By Lauren Lodder
Making sensible dietary decisions for our families is not always easy, particularly when we are bombarded with marketing ploys that lead us to believe certain products are healthy when they are not. It can all be so overwhelming. From one mom to another, here are a few tips for healthier grocery shopping.
1} Buy less :: Often we snack out of boredom or stress rather than out of hunger. If excess food isn’t available in our homes, we eliminate the opportunity to over eat.
When I shop, I always bring along my recycled grocery bags and buy only what can fit in those bags. This forces me to carefully consider my food selections.
2} Make lists :: The benefit of developing a list ahead of time is we can deliberate on each item in advance to determine if we really need it. Then we can bring that list to the supermarket and purchase just those products.
Throughout the week, I jot down the grocery items my family is low on. This drastically reduces the number of trips I have to make to the store and ensures that my family always has healthy food on hand.
3} Read the ingredients :: Many products claim to be “Healthy” when quite the opposite is true. For example, non-fat items are often filled with tons of sugar and other artificial additives. Additionally, just because a product says, “Gluten Free” or “Organic” doesn’t necessarily mean that it is nutritious.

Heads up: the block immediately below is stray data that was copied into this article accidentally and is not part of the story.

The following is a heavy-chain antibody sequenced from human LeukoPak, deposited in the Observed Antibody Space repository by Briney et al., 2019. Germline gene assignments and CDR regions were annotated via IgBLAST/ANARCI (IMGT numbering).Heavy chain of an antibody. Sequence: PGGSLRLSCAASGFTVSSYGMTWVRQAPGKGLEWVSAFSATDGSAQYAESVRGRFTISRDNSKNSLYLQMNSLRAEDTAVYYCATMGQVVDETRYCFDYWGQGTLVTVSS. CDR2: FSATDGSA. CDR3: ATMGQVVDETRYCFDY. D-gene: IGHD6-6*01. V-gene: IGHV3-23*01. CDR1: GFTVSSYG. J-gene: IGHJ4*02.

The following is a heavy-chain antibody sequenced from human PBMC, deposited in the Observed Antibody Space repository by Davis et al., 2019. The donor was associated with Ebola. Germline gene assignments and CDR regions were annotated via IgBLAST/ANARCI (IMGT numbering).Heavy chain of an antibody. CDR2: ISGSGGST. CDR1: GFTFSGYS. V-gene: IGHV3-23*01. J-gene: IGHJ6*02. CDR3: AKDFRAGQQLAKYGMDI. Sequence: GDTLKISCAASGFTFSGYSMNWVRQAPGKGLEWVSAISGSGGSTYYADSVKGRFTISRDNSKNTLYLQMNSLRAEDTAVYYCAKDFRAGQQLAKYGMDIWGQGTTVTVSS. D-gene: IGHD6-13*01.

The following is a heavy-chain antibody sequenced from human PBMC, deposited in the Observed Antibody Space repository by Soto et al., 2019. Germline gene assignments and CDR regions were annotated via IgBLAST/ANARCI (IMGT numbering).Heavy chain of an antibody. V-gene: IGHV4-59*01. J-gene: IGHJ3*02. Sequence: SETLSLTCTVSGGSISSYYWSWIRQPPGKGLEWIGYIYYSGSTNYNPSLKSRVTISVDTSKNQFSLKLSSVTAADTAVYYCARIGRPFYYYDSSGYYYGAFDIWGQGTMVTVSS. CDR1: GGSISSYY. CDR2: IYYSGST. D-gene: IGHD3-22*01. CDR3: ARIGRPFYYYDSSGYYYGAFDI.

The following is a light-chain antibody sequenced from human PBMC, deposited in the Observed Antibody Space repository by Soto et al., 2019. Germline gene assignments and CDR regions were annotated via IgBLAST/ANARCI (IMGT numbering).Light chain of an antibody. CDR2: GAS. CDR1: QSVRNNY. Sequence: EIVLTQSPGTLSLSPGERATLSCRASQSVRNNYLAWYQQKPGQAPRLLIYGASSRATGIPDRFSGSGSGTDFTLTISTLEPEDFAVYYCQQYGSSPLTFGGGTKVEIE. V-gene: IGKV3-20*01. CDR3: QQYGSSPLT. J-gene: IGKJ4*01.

As a general rule, I try not to buy products with too many ingredients or with ingredients I don’t recognize. This keeps me away from items with added sugars, fats, salt and preservatives.
4} Shop on the perimeter :: Highly processed and less healthy foods tend to occupy the center aisles, while you can usually find the more wholesome, healthier foods on the perimeter of the store.
Of course there are exceptions to this. However, when I do my grocery shopping I steer clear of the center aisles unless I have a specific product in mine—such as beans or oats.
5} Don’t shop hungry :: Waiting until we are starving to eat often makes us less discerning about what foods we buy. It is better to shop when you have recently had a (healthy) meal and are inspired to prepare other healthy meals.
I try to make it a habit of bringing wholesome goodies, such as apples or carrots, with me to the store in an effort to replace the unhealthy snacks that beckon me (and my children) when we shop.
6} Purchase foods that must be prepared—excluding fruits and vegetables :: Often we snack on chips and crackers because the food is convenient; we can grab a bag and go. Unfortunately, this also means it is likely highly processed and refined.
Almost everything in my refrigerator must be prepared, or it is a plant-based food that can be eaten as is. It is unlikely that I would consume too many pieces of broccoli whereas I would have no difficulty eating an entire bag of chips or cookies if given the opportunity.
7} Buy fresh :: The longer an item sits on the shelves the more nutrient-poor it becomes, as molecules in food break down over time. For this reason, it is important to pay attention to expiration dates and to examine your produce carefully for signs of aging.
If an expiration date is available, I will search until I find the package with the farthest date. Often I will find that some products are days (even a week) older than the rest.
Let us know in the comments if there are any suggestions you would add to this list.